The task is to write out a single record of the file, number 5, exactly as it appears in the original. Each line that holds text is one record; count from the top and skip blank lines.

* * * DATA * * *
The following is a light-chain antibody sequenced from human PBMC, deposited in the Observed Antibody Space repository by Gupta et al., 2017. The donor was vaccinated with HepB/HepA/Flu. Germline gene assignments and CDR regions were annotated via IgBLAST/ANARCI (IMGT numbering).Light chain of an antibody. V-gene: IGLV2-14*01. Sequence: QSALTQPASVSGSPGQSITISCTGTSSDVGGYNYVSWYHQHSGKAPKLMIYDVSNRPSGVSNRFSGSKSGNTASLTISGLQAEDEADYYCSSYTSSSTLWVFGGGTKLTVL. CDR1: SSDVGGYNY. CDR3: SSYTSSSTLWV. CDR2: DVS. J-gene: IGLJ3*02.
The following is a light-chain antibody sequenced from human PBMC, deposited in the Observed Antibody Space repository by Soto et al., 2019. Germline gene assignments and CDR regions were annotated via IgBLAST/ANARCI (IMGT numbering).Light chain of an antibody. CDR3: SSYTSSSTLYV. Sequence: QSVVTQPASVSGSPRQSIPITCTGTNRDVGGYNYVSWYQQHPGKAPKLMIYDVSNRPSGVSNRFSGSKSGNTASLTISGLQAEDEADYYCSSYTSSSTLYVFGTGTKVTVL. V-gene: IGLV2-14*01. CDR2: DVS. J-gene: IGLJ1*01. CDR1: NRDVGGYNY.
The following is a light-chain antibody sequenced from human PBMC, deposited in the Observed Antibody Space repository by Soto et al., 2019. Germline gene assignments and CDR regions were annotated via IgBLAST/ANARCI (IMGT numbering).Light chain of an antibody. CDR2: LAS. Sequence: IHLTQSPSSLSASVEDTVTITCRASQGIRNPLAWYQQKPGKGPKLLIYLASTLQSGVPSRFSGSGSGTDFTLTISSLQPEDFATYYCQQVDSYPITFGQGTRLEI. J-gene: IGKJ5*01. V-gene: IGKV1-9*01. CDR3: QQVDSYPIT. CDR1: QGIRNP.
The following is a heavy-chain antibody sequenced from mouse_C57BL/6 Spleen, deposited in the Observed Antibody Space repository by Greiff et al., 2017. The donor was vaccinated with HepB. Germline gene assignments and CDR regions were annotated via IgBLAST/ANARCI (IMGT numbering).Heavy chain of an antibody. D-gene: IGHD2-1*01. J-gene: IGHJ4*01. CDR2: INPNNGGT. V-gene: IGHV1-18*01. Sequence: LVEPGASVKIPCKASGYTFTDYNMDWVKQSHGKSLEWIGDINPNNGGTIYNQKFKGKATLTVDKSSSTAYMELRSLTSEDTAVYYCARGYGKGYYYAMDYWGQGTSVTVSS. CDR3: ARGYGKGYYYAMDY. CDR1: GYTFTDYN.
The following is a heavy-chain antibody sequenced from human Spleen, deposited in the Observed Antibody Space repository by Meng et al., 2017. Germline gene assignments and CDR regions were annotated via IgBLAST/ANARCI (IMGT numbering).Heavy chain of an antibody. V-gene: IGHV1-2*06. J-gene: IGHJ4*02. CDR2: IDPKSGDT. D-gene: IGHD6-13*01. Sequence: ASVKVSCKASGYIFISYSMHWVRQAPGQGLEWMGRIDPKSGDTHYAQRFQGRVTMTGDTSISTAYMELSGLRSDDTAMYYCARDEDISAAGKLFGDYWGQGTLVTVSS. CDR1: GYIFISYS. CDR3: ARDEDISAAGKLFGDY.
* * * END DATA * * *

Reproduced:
The following is a heavy-chain antibody sequenced from human Spleen, deposited in the Observed Antibody Space repository by Meng et al., 2017. Germline gene assignments and CDR regions were annotated via IgBLAST/ANARCI (IMGT numbering).Heavy chain of an antibody. V-gene: IGHV1-2*06. J-gene: IGHJ4*02. CDR2: IDPKSGDT. D-gene: IGHD6-13*01. Sequence: ASVKVSCKASGYIFISYSMHWVRQAPGQGLEWMGRIDPKSGDTHYAQRFQGRVTMTGDTSISTAYMELSGLRSDDTAMYYCARDEDISAAGKLFGDYWGQGTLVTVSS. CDR1: GYIFISYS. CDR3: ARDEDISAAGKLFGDY.